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Election commissioner's finger tracks candidates' names, as he calls out votes for each during an absentee ballots recount in the extraordinary Senate District 16 race, Thursday, Oct. 17, 2019 in City Hall.

More than 20,000 East Baton Rouge Parish voters have requested mail-in ballots — more than three times the number in 2016 — and Registrar of Voters Steve Raborn says those ballots could start going out in the next few weeks.

Raborn attributes the uptick to voters jumping on the list earlier in the coronavirus pandemic. 

"We've been getting inquires about COVID concerns, but the big increase now is due to the Secretary of State mailing out requests to all eligible voters age 65 and older who weren't already on the permanent absentee by mail list," he said. 

As of Monday, Raborn's office had received 20,179 requests for mail-in ballots ahead of the Nov. 3 elections. That's roughly 7% of the parish's total registered voters. 

In the 2016 fall elections, there were 8,022 requests and almost 6,000 returned ballots, Raborn said. 

"It's significantly more and increasing daily," he said.

How long registered voters can request mail-in ballots will be determined by the outcome of the federal lawsuit challenging Secretary of State Kyle Ardoin's proposed plan for the Nov. 3 elections. 

The lawsuit is asking the court for greater voter access to absentee mail ballots in light of the ongoing pandemic. U.S. District Judge Shelly Dick ruled Wednesday that Louisiana voters should have more access to absentee ballots this fall, a decision that essentially resurrects Ardoin’s emergency protocols from the July 11 and Aug. 15 primaries.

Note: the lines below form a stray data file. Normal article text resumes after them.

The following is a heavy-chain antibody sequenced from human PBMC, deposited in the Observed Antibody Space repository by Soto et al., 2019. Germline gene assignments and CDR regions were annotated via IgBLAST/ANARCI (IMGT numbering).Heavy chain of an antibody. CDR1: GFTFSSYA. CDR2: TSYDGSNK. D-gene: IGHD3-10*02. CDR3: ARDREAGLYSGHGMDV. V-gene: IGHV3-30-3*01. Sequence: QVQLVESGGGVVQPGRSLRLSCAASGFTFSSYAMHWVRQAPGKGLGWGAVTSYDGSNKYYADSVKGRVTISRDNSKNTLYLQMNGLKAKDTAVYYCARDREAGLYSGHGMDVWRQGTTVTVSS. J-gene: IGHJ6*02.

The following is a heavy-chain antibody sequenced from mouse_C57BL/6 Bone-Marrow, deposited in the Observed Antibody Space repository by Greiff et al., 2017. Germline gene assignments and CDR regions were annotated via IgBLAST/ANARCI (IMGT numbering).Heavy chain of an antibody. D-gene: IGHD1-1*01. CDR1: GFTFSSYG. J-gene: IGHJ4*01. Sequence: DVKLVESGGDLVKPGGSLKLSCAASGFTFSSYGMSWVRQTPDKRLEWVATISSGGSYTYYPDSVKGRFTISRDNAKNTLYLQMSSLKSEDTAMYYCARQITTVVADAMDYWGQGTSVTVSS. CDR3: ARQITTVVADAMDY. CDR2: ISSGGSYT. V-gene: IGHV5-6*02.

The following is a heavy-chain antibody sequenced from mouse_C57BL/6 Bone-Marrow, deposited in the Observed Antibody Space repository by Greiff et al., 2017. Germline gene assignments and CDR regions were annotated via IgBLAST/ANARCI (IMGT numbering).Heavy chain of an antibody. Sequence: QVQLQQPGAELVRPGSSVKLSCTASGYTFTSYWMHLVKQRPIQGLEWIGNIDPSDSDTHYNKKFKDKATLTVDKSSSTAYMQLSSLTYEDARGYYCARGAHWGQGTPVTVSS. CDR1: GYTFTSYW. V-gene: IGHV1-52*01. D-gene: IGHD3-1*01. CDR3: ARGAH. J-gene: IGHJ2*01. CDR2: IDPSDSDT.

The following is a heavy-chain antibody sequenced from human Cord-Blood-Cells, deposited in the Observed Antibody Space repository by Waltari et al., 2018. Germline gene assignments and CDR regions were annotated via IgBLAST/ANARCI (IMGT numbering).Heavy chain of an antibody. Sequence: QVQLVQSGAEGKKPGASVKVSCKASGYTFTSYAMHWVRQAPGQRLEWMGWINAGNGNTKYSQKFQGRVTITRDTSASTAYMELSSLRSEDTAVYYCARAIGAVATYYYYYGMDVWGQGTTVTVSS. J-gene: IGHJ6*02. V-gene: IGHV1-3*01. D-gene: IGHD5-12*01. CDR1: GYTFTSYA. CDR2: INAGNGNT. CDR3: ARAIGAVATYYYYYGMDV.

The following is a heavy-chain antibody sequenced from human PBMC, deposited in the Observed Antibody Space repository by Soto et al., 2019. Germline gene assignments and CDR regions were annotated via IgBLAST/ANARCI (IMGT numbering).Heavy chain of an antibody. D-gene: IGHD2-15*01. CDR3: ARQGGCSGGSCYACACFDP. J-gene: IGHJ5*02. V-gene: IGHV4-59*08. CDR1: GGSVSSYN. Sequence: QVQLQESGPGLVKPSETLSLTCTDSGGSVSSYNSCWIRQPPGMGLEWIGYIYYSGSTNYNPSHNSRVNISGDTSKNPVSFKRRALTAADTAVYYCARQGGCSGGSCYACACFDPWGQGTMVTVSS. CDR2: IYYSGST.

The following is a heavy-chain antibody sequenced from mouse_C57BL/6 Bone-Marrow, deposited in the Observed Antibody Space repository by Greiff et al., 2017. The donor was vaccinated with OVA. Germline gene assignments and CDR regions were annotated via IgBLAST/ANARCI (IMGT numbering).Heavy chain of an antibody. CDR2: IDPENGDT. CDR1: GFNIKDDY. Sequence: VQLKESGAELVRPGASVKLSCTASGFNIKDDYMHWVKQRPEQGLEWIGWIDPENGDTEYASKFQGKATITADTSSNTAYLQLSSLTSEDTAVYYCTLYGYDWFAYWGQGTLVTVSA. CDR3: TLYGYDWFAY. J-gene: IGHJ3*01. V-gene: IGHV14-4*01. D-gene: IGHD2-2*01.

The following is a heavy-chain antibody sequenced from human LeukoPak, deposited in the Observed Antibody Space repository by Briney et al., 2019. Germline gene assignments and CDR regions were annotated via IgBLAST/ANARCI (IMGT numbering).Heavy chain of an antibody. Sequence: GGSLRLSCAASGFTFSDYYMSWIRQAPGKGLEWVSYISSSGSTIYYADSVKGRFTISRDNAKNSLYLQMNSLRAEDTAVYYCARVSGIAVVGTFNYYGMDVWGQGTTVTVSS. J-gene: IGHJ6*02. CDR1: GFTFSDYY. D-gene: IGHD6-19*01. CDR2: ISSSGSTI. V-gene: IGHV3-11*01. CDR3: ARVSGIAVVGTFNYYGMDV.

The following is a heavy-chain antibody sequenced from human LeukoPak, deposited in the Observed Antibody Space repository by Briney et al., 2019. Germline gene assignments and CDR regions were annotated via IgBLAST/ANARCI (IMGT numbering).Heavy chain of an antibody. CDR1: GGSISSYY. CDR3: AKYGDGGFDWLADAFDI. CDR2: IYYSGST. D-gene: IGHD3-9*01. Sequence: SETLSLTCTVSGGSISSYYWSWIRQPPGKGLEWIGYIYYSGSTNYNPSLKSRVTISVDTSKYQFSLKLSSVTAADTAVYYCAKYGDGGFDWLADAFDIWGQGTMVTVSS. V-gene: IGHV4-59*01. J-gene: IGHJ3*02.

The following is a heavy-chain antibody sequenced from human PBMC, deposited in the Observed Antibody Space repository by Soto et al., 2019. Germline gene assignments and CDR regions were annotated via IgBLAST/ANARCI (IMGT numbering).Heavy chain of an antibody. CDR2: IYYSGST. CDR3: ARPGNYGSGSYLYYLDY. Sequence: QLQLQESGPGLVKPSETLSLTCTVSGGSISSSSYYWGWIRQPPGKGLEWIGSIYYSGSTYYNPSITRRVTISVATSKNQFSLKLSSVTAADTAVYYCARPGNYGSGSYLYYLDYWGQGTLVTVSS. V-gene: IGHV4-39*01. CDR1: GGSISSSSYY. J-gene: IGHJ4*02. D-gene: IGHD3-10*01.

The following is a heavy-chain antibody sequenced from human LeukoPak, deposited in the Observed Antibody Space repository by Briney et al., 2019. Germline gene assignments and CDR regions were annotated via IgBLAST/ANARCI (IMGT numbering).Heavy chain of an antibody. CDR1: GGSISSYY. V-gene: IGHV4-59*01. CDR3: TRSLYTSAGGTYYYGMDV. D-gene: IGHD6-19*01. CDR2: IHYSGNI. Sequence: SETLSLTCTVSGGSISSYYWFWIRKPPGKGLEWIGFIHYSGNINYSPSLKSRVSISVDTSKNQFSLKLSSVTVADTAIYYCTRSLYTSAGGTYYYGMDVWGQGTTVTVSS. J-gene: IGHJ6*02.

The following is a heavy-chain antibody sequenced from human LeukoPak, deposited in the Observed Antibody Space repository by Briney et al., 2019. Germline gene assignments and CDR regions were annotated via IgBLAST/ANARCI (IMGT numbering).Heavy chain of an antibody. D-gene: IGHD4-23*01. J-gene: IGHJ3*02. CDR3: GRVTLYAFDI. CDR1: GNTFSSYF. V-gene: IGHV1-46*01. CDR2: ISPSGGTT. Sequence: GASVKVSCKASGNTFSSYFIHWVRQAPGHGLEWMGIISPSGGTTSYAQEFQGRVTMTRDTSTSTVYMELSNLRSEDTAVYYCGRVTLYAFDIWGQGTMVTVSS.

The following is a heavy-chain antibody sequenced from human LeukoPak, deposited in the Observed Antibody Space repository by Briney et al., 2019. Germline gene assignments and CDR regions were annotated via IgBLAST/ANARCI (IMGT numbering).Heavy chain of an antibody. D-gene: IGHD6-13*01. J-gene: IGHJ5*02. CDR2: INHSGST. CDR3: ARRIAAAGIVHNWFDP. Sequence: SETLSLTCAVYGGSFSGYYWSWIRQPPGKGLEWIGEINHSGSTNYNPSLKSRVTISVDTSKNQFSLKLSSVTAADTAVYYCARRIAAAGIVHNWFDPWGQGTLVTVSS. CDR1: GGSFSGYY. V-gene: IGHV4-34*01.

Those allowed voters to seek an absentee ballot if they were at a higher risk of severe illness from COVID-19 because of underlying medical conditions; were subject to a quarantine order; were experiencing symptoms of COVID-19 and seeking medical confirmation; or were caring for someone who was isolated because of the virus.

Ardion had rolled back many of the COVID-19 related protocols his office implemented earlier this year because Republicans in the Legislature said they wouldn't support a plan similar to the primaries for the fall general elections.

Officials from his office have already testified they're worried they won't have enough time to tally mail-in ballots given the surge in requests they've already received.

Dick's ruling could be appealed.

"We had a special application for COVID-19 concerns for the elections in July and August but we don't know if that will continue for November," Raborn said. "We're waiting on the results from the lawsuit."

In the meantime, once his office receives ballots from the Secretary of State later this week, he said they will begin processing them and mailing them out to the voters that have already asked for them. 

"It'll probably take us a good 10 days before initial mailings go out," he said.

Email Terry Jones at